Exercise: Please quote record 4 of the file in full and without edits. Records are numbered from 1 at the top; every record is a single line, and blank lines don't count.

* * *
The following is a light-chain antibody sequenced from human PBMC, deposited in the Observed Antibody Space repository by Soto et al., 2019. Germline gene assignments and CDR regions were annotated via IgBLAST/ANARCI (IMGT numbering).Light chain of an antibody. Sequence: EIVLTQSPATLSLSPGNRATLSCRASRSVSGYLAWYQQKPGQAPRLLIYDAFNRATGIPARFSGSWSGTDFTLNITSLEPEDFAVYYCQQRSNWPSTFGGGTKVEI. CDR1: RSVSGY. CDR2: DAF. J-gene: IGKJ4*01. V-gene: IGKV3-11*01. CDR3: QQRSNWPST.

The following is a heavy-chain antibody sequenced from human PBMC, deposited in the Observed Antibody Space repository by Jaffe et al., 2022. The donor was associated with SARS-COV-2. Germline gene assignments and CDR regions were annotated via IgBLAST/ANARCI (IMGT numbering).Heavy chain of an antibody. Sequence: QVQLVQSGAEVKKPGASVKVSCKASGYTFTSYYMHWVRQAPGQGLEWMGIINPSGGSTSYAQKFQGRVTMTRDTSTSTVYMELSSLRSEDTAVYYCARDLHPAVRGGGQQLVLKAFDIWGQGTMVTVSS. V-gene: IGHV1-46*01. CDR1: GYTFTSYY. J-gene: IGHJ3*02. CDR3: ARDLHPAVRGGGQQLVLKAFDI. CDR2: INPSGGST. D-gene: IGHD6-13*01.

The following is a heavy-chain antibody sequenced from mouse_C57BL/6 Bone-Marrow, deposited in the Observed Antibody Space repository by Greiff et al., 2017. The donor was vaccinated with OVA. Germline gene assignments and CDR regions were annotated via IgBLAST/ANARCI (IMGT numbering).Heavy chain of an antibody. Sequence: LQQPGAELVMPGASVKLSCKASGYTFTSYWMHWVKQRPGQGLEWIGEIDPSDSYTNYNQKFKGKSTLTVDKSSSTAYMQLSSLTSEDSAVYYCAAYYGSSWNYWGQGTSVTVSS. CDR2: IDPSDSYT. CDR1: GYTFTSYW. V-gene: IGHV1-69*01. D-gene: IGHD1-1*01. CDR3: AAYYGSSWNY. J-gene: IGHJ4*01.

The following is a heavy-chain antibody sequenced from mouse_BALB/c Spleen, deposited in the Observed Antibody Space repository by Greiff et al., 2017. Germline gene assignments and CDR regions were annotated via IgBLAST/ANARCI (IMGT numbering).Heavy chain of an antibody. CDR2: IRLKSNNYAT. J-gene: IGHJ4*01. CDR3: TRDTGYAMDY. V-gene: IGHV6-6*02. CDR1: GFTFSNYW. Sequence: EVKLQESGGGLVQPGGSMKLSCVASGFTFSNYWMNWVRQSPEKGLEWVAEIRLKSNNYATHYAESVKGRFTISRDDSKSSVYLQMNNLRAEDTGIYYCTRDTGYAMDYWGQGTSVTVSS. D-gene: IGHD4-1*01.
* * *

The following is a heavy-chain antibody sequenced from mouse_BALB/c Spleen, deposited in the Observed Antibody Space repository by Greiff et al., 2017. Germline gene assignments and CDR regions were annotated via IgBLAST/ANARCI (IMGT numbering).Heavy chain of an antibody. CDR2: IRLKSNNYAT. J-gene: IGHJ4*01. CDR3: TRDTGYAMDY. V-gene: IGHV6-6*02. CDR1: GFTFSNYW. Sequence: EVKLQESGGGLVQPGGSMKLSCVASGFTFSNYWMNWVRQSPEKGLEWVAEIRLKSNNYATHYAESVKGRFTISRDDSKSSVYLQMNNLRAEDTGIYYCTRDTGYAMDYWGQGTSVTVSS. D-gene: IGHD4-1*01.